What’s Right and Wrong with OEE? (Jul 3, 2008)

Lately, Overall Equipment Effectiveness (OEE) has taken center stage as the measurement of choice among manufacturers. Most have adopted it as the measure of their performance. A significant segment uses it in “real time” to control shop floor. It is common to see electronic boards hanging over manufacturing lines prominently displaying OEE along with other manufacturing measurements such as parts produced and quality.

A measure of manufacturing efficiency

OEE incorporates three critical aspects of manufacturing efficiency – productivity, equipment availability, and product quality. Following equation is its definition:

OEE = Productivity x Availability x QualityOEE condenses the complexity of a manufacturing operation in a single value. A decline in OEE is often viewed as losing profitability, and, thus, is highly undesirable. Foremen work diligently to meet or exceed the target on shop floors.

The popularity of OEE stems from a strong belief that high productivity coupled with high quality and availability is a prescription for high manufacturing efficiency. And, a highly efficient process operating at or above the target OEE meets the customer requirements of on-time-delivery of good quality products but also does so at low cost. In other words, a high OEE represents little or no waste in the process.

OEE has served manufacturing well in growth market. As demand increased, it became imperative to have high productivity and availability. Of course, meeting quality standards goes without saying; it is essential to stay in business these days. Manufacturers continued to improve OEE performance. Maintaining high OEE became an important strategy to ward off competition from low cost producers. It, therefore, is not surprising that improving OEE has become a cottage industry within the manufacturing improvement consultancies. It is hard to find a manufacturing enterprise software vendor who does not have an OEE module in their offerings.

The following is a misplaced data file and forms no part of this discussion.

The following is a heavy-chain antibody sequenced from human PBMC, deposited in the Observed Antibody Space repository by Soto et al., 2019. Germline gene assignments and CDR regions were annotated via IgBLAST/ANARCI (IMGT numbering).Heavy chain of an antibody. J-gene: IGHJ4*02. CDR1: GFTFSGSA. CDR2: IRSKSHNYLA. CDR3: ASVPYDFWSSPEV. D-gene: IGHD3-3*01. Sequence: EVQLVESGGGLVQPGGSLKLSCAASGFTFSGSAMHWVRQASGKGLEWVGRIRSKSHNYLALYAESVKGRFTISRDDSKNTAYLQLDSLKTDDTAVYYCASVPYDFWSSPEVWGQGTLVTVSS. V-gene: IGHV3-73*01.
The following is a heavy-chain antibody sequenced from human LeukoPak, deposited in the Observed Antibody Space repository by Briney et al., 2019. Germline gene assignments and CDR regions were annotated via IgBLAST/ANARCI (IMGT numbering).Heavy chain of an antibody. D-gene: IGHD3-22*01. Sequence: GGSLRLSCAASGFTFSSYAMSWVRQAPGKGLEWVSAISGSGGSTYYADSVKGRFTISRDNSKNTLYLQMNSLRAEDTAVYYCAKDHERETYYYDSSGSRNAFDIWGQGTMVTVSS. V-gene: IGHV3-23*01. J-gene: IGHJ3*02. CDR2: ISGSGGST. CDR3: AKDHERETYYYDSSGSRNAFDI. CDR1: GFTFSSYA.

Changing operating environments

Many manufacturers are facing the wrath of increased oil prices and declining US auto industry in the form of reduced demand for their products. Some have lost more than half of their volumes. They have limited choices: either run at full rates for shorter times, or run at slower speeds. Devising new operating policies are not simple as many other policy factors confound the issue. In any scenario, OEE takes a tumble. High productivity is difficult to maintain in a declining market because of lower demands unless assets are taken out of service.